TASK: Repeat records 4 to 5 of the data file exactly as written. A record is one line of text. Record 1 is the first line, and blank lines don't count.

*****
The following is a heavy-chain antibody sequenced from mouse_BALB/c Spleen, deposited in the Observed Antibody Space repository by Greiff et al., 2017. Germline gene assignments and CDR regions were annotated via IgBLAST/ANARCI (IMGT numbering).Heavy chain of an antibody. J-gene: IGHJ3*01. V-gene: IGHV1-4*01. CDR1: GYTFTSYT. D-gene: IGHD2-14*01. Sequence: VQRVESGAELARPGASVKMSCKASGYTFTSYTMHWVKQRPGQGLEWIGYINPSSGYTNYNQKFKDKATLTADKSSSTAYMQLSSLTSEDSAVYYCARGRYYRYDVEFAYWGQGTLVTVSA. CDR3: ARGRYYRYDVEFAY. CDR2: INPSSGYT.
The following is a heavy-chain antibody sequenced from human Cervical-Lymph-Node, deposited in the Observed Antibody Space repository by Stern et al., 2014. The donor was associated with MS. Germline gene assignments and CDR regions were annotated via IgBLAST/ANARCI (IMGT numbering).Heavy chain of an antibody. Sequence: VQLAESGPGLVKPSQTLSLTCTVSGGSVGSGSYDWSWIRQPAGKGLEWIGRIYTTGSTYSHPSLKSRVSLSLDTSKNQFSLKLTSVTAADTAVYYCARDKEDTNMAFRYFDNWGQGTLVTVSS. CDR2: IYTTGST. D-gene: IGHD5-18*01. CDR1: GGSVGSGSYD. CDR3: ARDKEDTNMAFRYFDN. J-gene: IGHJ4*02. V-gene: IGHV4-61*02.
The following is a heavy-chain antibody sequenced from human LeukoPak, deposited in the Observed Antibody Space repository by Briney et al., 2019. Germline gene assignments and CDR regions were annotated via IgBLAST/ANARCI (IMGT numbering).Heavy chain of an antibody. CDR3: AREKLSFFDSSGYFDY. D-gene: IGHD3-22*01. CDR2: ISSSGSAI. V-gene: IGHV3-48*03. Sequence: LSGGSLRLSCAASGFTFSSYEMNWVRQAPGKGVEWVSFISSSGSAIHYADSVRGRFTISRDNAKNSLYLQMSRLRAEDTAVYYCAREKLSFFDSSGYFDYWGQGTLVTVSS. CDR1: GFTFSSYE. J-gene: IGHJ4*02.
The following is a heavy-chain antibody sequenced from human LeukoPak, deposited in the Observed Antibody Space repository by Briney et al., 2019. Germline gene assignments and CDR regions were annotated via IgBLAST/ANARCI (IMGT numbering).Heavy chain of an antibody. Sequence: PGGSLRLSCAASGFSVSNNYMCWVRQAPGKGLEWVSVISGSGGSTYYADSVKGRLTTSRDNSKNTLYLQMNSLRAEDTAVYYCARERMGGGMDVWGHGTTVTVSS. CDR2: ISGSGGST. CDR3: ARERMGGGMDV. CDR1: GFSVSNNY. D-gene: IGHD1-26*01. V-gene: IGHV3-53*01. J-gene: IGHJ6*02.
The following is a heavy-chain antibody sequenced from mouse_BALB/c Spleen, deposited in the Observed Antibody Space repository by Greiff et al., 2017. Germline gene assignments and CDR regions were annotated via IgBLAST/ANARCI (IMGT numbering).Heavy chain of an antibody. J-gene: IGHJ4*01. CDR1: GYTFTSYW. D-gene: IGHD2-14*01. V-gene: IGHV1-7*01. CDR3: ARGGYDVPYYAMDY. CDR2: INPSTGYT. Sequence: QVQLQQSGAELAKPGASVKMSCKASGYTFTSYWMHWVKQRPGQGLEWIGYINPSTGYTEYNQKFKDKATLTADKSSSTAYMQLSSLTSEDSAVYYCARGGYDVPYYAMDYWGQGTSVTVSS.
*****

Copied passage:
The following is a heavy-chain antibody sequenced from human LeukoPak, deposited in the Observed Antibody Space repository by Briney et al., 2019. Germline gene assignments and CDR regions were annotated via IgBLAST/ANARCI (IMGT numbering).Heavy chain of an antibody. Sequence: PGGSLRLSCAASGFSVSNNYMCWVRQAPGKGLEWVSVISGSGGSTYYADSVKGRLTTSRDNSKNTLYLQMNSLRAEDTAVYYCARERMGGGMDVWGHGTTVTVSS. CDR2: ISGSGGST. CDR3: ARERMGGGMDV. CDR1: GFSVSNNY. D-gene: IGHD1-26*01. V-gene: IGHV3-53*01. J-gene: IGHJ6*02.
The following is a heavy-chain antibody sequenced from mouse_BALB/c Spleen, deposited in the Observed Antibody Space repository by Greiff et al., 2017. Germline gene assignments and CDR regions were annotated via IgBLAST/ANARCI (IMGT numbering).Heavy chain of an antibody. J-gene: IGHJ4*01. CDR1: GYTFTSYW. D-gene: IGHD2-14*01. V-gene: IGHV1-7*01. CDR3: ARGGYDVPYYAMDY. CDR2: INPSTGYT. Sequence: QVQLQQSGAELAKPGASVKMSCKASGYTFTSYWMHWVKQRPGQGLEWIGYINPSTGYTEYNQKFKDKATLTADKSSSTAYMQLSSLTSEDSAVYYCARGGYDVPYYAMDYWGQGTSVTVSS.